The plaintiff was a senior counsel at that time representing the then CM of
Tamil Nadu. For discharging his duties, the plaintiff had to cross-examine the
defendant, and during the legal proceedings the defendant alleged in written
submission that the plaintiff had received money from LTTE. The statement was
held to be ex facie (on the face of it) defamatory. The statement was irrelevant
to the current context of the situation and thus the statement was held
defamatory. The plaintiff was compensated with INR 5 Lakh as damages. 
A statement might seem as not being a defamation, but due to some hidden meaning
or secondary meaning can be considered as a statement of defamatory nature. In
such cases, the plaintiff must prove the hidden meaning in the statement which
is making the statement as defamatory.
Intention to defame is not necessary:In cases where the statement is found to be defamatory, but the defendant says
that he had no intention to defame the plaintiff, the statement is still held as
defamation. In a case, the defendant had published by mistake that the plaintiff
had given birth to twins, but the woman was just married two months ago. The
defendants were ignorant of the correct facts but were still held liable for
The statement must refer to the plaintiff:
- The plaintiff should prove that the statement made by the defendant was
referred to him.
- If the plaintiff was able to infer that the defamatory statement made by
the plaintiff was directed towards him, then the defendant is liable for
such an act of defamation.
In the case of Newstead v. London Express Newspapers Ltd., the defendants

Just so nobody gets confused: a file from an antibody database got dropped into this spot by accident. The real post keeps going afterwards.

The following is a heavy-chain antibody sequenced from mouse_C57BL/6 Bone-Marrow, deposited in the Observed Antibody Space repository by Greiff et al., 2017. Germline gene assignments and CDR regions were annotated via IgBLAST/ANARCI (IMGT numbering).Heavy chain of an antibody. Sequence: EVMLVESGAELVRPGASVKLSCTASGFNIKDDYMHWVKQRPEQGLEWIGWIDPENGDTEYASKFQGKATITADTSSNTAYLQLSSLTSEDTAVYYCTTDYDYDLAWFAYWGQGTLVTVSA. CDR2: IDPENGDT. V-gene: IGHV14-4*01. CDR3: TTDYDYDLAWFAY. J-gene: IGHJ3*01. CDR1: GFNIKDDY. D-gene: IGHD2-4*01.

published an article which stated that “Harold Newstead, a Camberwell man” has
been convicted of bigamy. The statement made by the defendants were true about
Harold Newstead who was a Camberwell barman. But there was another Harold
Newstead who was a Camberwell barber and he inferred that the person being
referred to in the defamatory statement as himself and sued the defendants. The
defendants were held liable. 
The statement must be published: Publication refers to making the statement which is of defamatory nature
known to a person other than the one to whom it is being referred to.
Publication of the statement makes it known to the public at large. Making
the statement known to the plaintiff alone will not amount to any defamation
as defamation involves lowering and injuring the reputation of one person in
the guesstimate of right-thinking members of the society.
In the case of Theaker v. Richardson, the defendant wrote a letter to the
plaintiff which was accusing the plaintiff as “a dirty whore”. The plaintiff’s
husband had opened and read the letter thinking it to a letter regarding the
election process. The plaintiff sued the defendant for libel. The defendant
argued that he did not anticipate that the plaintiff’s husband will read the
letter and there is no publication. The defendant was held liable for defamation
In another case of Mahendra Ram v. Harnandan Prasad
, a letter in Urdu was sent
by the defendant and the plaintiff had no knowledge of how to read Urdu. The
plaintiff requested another person who knows Urdu to read the letter for him.
The letter included contents which might be of defamatory nature. It was held
that the defendant is not liable if he can prove that he did not know that the
plaintiff does not have knowledge of how to read the Urdu script and that would
make him take help from a third person for reading the letter. 
- Justification or Truth:
Defamation is a false statement. So, the person
making the defamatory statement must prove that the statement made against the
plaintiff are true facts. As per criminal law, proving the statement to be true